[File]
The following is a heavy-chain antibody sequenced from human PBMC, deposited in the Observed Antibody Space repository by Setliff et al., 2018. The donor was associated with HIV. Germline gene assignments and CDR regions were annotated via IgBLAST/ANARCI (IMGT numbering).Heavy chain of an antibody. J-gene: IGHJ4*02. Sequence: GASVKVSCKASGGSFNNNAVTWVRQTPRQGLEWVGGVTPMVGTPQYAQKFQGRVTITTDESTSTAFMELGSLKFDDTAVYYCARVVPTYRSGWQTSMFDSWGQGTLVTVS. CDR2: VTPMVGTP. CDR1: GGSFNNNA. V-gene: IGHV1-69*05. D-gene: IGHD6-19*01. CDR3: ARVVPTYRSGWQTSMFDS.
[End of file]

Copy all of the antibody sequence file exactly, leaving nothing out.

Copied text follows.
The following is a heavy-chain antibody sequenced from human PBMC, deposited in the Observed Antibody Space repository by Setliff et al., 2018. The donor was associated with HIV. Germline gene assignments and CDR regions were annotated via IgBLAST/ANARCI (IMGT numbering).Heavy chain of an antibody. J-gene: IGHJ4*02. Sequence: GASVKVSCKASGGSFNNNAVTWVRQTPRQGLEWVGGVTPMVGTPQYAQKFQGRVTITTDESTSTAFMELGSLKFDDTAVYYCARVVPTYRSGWQTSMFDSWGQGTLVTVS. CDR2: VTPMVGTP. CDR1: GGSFNNNA. V-gene: IGHV1-69*05. D-gene: IGHD6-19*01. CDR3: ARVVPTYRSGWQTSMFDS.